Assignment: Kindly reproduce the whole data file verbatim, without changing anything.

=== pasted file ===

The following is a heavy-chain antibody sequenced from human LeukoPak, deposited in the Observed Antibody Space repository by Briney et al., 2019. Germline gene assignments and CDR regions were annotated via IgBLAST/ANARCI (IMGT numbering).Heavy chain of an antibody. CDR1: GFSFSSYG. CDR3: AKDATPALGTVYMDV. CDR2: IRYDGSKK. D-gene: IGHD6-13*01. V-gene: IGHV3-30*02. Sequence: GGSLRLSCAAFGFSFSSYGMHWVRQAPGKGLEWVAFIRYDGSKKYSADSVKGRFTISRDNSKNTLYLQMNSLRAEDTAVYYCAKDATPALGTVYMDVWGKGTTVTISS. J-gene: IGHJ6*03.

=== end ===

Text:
The following is a heavy-chain antibody sequenced from human LeukoPak, deposited in the Observed Antibody Space repository by Briney et al., 2019. Germline gene assignments and CDR regions were annotated via IgBLAST/ANARCI (IMGT numbering).Heavy chain of an antibody. CDR1: GFSFSSYG. CDR3: AKDATPALGTVYMDV. CDR2: IRYDGSKK. D-gene: IGHD6-13*01. V-gene: IGHV3-30*02. Sequence: GGSLRLSCAAFGFSFSSYGMHWVRQAPGKGLEWVAFIRYDGSKKYSADSVKGRFTISRDNSKNTLYLQMNSLRAEDTAVYYCAKDATPALGTVYMDVWGKGTTVTISS. J-gene: IGHJ6*03.